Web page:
After a few hours in the lands of the Uram continent, we’ll be assigned a personal fortress, and inevitably, resource management becomes more complex. Not only will we be asked to recruit various companions to bolster our army, but we’ll also have to assign them missions that they will complete automatically in the background without interrupting the gameplay, with risks and rewards varying based on the difficulty. Additionally, each area of our fortress can be upgraded and expanded using gold, materials, and supplies. However, beware, as these supplies will also be essential for resting at the camp during adventures outside safe places, vital for recovering mana or energy and making use of various camping abilities specific to each class.

The use of resources needs to be carefully evaluated, as well as the potential sale and purchase of new equipment and materials. It will be up to us to choose which improvements to prioritize and which to ignore, and how to allocate our supplies, whether to focus on forging or accumulating gold and ingredients. This can become a bit burdensome after a few hours, especially since the menus are unfortunately a bit clumsy, and the interface is sometimes chaotic and impractical, with an inventory that easily fills up with numerous items that we’ll struggle to keep track of.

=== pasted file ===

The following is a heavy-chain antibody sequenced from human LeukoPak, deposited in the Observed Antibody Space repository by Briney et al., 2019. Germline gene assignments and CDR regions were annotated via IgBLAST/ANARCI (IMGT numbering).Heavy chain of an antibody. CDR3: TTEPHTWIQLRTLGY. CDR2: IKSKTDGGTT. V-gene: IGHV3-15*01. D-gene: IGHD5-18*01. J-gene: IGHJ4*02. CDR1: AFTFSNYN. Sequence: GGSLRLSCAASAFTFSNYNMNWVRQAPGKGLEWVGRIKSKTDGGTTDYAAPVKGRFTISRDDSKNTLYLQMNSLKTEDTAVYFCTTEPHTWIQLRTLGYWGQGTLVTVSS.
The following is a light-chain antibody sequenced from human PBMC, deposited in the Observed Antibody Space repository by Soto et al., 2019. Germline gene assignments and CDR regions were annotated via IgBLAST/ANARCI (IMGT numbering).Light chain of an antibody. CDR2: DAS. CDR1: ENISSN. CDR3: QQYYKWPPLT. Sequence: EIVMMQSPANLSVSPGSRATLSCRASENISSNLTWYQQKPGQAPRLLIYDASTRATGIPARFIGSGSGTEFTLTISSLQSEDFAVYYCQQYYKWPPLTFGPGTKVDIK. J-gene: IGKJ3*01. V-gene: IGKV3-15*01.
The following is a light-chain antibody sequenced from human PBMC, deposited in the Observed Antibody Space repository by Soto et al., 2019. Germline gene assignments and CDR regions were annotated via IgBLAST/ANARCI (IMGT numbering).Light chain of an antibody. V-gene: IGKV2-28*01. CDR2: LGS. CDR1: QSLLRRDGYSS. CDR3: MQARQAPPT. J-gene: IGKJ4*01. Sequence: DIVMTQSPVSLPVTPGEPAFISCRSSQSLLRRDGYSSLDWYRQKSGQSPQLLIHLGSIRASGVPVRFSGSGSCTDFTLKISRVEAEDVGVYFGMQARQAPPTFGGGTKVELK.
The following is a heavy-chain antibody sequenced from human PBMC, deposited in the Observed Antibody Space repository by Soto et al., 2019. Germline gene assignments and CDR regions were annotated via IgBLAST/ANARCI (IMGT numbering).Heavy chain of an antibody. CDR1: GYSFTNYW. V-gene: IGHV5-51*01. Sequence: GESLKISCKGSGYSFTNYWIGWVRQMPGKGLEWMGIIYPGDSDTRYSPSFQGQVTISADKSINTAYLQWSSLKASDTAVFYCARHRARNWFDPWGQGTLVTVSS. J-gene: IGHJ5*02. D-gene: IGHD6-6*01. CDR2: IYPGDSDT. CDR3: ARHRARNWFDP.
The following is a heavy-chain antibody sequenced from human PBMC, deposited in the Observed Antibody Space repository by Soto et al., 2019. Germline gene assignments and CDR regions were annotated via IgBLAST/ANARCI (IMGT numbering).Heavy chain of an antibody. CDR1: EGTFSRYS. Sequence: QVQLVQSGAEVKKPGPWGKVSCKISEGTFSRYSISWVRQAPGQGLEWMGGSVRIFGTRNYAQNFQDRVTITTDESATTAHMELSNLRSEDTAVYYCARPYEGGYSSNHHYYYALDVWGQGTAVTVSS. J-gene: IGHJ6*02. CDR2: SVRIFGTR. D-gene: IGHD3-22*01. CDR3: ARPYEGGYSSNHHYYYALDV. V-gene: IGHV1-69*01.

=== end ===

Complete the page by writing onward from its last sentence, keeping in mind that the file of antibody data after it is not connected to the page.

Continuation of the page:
This, combined with a certain underlying repetitiveness, might discourage some players in the advanced stages, but the excellent world-building, good writing, variety in enemies and settings, and the secrets hidden in the world will more than compensate. Emerging on the verge of death from a dungeon, with the party on the brink and afflicted by a chain of debuffs, without supplies or potions, and returning triumphantly to the fortress to sell the loot and invest all the earnings in new equipment and upgrades, provides a unique satisfaction, one capable of curling the corners of the mouth into an involuntary smile.